Georgina Green
Independent scholar

Further reading:
Details of the career of each officer who served with the East India Company can be found in Anthony Farrington, A Biographical Index of East India Company Maritime Service Officers 1600-1834 (London, 1999), whilst details of each voyage are given in Anthony Farrington, A Catalogue of East India Company Ships’ Journals and Logs 1660-1834 (London, 1999)
Obituary for Sir Robert Preston in The Gentleman’s Magazine (1834), ii. pp..315-16
R. G. Thorne, The House of Commons 1790-1820 (London, 1986)

 

19 January 2021

Richard Walpole and the East India Company at sea

Writer Horace Walpole had a cousin Richard who served as an East India Company maritime officer from 1744-1757.  Richard Walpole had at least two encounters with hostile French shipping whilst serving as a Company officer, exemplifying the dangers faced by merchant ships even when as heavily armed as East Indiamen.

During Walpole’s first voyage as 6th mate and purser in the Augusta, his ship captured the French vessel Baronette on 21 October 1747.

Whilst commanding the Houghton in March 1757, Walpole was involved in an action near the Cape of Good Hope.  His journal of the voyage records how on the afternoon of 9 March the East Indiamen Houghton, Suffolk and Godolphin were approached by two unidentified ships.  Walpole immediately began to clear his ship in readiness for battle.  The three East Indiamen steered away but were followed.  Walpole had everyone on board prepared for action all night.

At daybreak the Suffolk raised its flags and made the signal for line of battle.  Here is a splendid drawing of that line of battle from the journal of the Suffolk.

Drawing showing the three East India ships in the line of battleLine of battle for the three East Indiamen from the journal of the Suffolk IOR/L/MAR/B/397D  Public Domain Creative Commons Licence

At 8 am the unknown ships hoisted French colours.   The larger of the two shot at the English ships and the Suffolk returned fire.   After a short exchange, the ‘warm engagement’ ceased as the ships found themselves positioned outside the bearings of each other’s guns.  The French made to sail westward but were pursued by the East Indiamen.  They then tacked and came in close to the English ships and ‘a very smart fire’ was maintained by both sides.  At noon the French sailed away, probably bound for Mauritius.  Walpole recorded: ‘Every Body behaved during the whole Engagement with great Courage & Resolution; several of the Shot from the large Ship reached us, & four of them have lodged…(thank God) no Body hurt’.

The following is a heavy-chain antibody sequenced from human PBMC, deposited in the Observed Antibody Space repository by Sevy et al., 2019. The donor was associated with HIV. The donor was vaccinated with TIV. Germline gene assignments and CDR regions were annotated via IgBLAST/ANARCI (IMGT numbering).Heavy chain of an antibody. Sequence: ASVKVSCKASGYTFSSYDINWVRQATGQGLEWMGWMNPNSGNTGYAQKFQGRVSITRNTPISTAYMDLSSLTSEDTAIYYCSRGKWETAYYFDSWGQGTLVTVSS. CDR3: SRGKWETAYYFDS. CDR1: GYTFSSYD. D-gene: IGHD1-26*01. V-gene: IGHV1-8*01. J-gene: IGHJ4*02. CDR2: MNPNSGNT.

Letter from Captain William Wilson of the Suffolk reporting the action against the French published in the Newcastle Courant newspaperLetter from Captain William Wilson of the Suffolk reporting the action against the French published in Newcastle Courant 9 July 1757 British Newspaper Archive

The three ships reached the UK without further incident.  Captain William Wilson of the Suffolk reported that the officers and sailors ‘behaved with all the Bravery and Intrepidity peculiar to our English seamen’.  He and his fellow captains asked the Company to honour a promise to reward mariners for their response to enemy attack.

Some of the crew of the Houghton, Suffolk and Godolphin did not reach their homes at the end of this eventful voyage.  They were pressed by the Royal Navy and found themselves on board HMS Hussar.

The French did defeat Richard Walpole five years later.  The ship Walpole for which he was Principal Managing Owner was captured off Ceylon by two French men of war and a frigate on 20 September 1762 on its outward journey to Bengal, laden mainly with cloth.  Captain Parson Fenner and some of the crew ended up at the Cape of Good Hope, others at Mauritius.  The East India Company decided that the capture was not through any misconduct of Fenner or his officers, but entirely owing to the superior force of the enemy which they were ‘utterly unable to resist’.  Richard Walpole was given permission by the Company to build a new ship for Fenner on the bottom of the Walpole.

Margaret Makepeace
Lead Curator, East India Company Records

Further reading:
East India Company Court Minutes IOR/B/74 and IOR/B/79
Ship journals: Houghton IOR/L/MAR/B/438H; Suffolk IOR/L/MAR/B/397D
British Newspaper Archive (also accessible through Findmypast) e.g. Newcastle Courant 9 July 1757

 

05 January 2021

Bevin Trainees now in India Office Family History Search

In 1941 the British Minister of Labour, Ernest Bevin, supported the establishment of the Bevin Training Scheme to provide practical training in engineering for young Indians.  The Scheme was an effort to meet the demand for skilled engineers in Indian industries supporting the war effort.

Leo Amery, Secretary of State for India, chatting to an Indian trainee at work in a factoryLeo Amery, Secretary of State for India, chatting to an Indian trainee at work in a factory - from Engineering Bulletin September 1941 published by the Ministry of Labour and National Service (Crown Copyright) IOR/L/I/1/978

A previous story on Untold Lives revealed that the India Office Records include lists of the first seven batches of trainees invited to the UK and details of the firms they were placed with and houses they lodged in.

Example of a page from the India Office file showing the details recorded about the traineesExample of a page from IOR/L/E/8/8112 showing the details recorded about the trainees Public Domain Creative Commons Licence